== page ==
A little old, but well worth reading the details for refuting this ‘Robin Hood’ syndrom.
Liberals Have Robin Hood All Wrong
by: Andrew E. Busch
Tax day has come and gone again, leaving millions of Americans scratching their heads at the complexity and irrationality of the federal tax code in an annual ritual of frustration. To add to the mix of the absurd, Americans are increasingly hearing calls from congressional Democrats and their political base for a postponement or outright cancellation of the tax cut enacted last year. Democrats have thus re-confirmed that they are now the party of Herbert Hoovers fiscal policy; a tax cut that passed when the economy seemed stronger is now under fire when the economy is staggering out of a recession, exactly when a tax cut is needed most.
Of course, liberals prefer to see themselves as moral descendents of Robin Hood, rather than intellectual heirs of Hooverism. Democrats are frequently heard making the Robin Hood analogy in reverse, claiming that the Bush administrations budget, including tax cuts and social spending restraint, would take from the poor and give to the rich. Leaving aside the detail that a tax cut allowing someone to keep more of his earnings is not “giving” him anything that is not already his, the adoption of Robin Hood as the patron saint of liberalism cries out for correction. To the contrary, it is conservatives who should extol Mr. Hood as one of their own. All one has to do is to consult the Disney films animated version of Robin Hoodas I did with my two small children last weekendto find at least four reasons why one would not find Robin Hood voting for Al Gore or John Kerry if his feathered hat depended on it.
1. As one wag perceptively pointed out some time ago, Robin Hoods claim to fame was not that he took from the rich to give to the poor, but that he took from the tax collector and gave back to the people their own money. The central issue was overtaxation, and Robin Hood was most emphatically not on the side of the bureaucracy. The ultimate bad guy was Prince John, the very caricature of greedy, arrogant government; the proximate bad guy was the Sheriff of Nottingham, the ruthless enforcer whose audit strategy was even more intimidating than that of the IRS. The victims were the taxpayers whose property was confiscated to feed Johns insatiable lust for higher revenues. As Robin Hood speeds to its exciting conclusion, Friar Tuck adopts as his battle cry, “Praise the Lord and pass the tax rebate!”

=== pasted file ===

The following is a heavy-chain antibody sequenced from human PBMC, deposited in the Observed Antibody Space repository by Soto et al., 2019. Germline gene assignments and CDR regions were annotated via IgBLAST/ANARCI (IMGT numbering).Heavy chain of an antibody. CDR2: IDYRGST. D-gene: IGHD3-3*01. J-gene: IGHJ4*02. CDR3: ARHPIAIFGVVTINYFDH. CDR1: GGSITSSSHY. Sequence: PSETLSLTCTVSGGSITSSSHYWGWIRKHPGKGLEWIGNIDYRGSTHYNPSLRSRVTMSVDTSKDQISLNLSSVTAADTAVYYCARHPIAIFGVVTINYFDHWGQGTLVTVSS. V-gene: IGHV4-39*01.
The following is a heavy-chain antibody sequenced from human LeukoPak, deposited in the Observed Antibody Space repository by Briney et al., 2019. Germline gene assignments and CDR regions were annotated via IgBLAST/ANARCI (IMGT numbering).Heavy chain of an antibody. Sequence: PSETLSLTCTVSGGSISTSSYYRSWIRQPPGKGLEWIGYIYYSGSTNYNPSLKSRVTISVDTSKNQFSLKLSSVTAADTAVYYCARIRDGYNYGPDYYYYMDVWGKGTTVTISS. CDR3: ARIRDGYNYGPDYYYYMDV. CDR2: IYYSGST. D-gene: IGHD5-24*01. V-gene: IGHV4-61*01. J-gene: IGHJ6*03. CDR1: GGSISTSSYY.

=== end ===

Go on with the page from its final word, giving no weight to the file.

2. Robin Hood was waging a struggle not only against overtaxation but against illegitimate, unconstitutional government. As the characters ridicule “Prince John, the phony king of England,” they are staking their fight on the view that John has overstepped his legal and constitutional bounds. He had, in other words, gone beyond the exercise of powers rightfully his. Unimpressed with Prince Johns living constitution, which bore a disturbing resemblance to a regime of raw, unconstrained power, Robin Hood and his merry band seem to prefer a stricter construction.
3. At the same time, they are emboldened to resist Johns usurpation by a sense that acts of government must be tested not only against the written law but against natural law. John has violated not only the law of England, he has waged war against the law of God. The disrespect held by John and his minions for the law of Godor, to put it another way, their attempt to elevate his rule above any sort of limit, human or divineis epitomized when the Sheriff of Nottingham robs even Friar Tucks church to pad the revenues. The idea of natural law can, of course, be put to a variety of uses, not all of which conservatives find agreeable, but one of the most distinct features of the modern left is a moral nihilism which denies the possibility of higher objective truth, and consequently denies the possibility of inherent limits on the ambitions of the state. To the extent that Robin Hood sought to hold Johns regime to an unwritten standard of limitation and accountability, modern liberals can hardly claim him as one of their own.
4. Not least, Robin Hood and his band remained loyal to the duly constituted authority, King Richard the Lionhearted. And what was King Richard off doing while John was playing at home? Fighting Saracens in a crusade to save the Christian holy sites in the Middle East from Muslim conquest. Not much one for the aggressive secularism and the multicultural platitudes that serve as the de facto religion of American liberalism, that Richard.
So what do we make of Robin Hood, properly interpreted? A supporter of low taxes, a government limited by strict constitutional construction and natural law, and offensive military expeditions against the Saddam Husseins of his time. The next time Ted Kennedy takes the floor of the U.S. Senate to demand higher taxes in the name of Robin Hood, let a prize go to the first to respond: “Praise the Lord and pass the tax rebate!”
Andrew E. Busch is an Adjunct Fellow of the John M. Ashbrook Center for Public Affairs and an Associate Professor of Political Science at the University of Denver, where he specializes in American government and politics. Dr. Busch is the author of Ronald Reagan and the Politics of Freedom.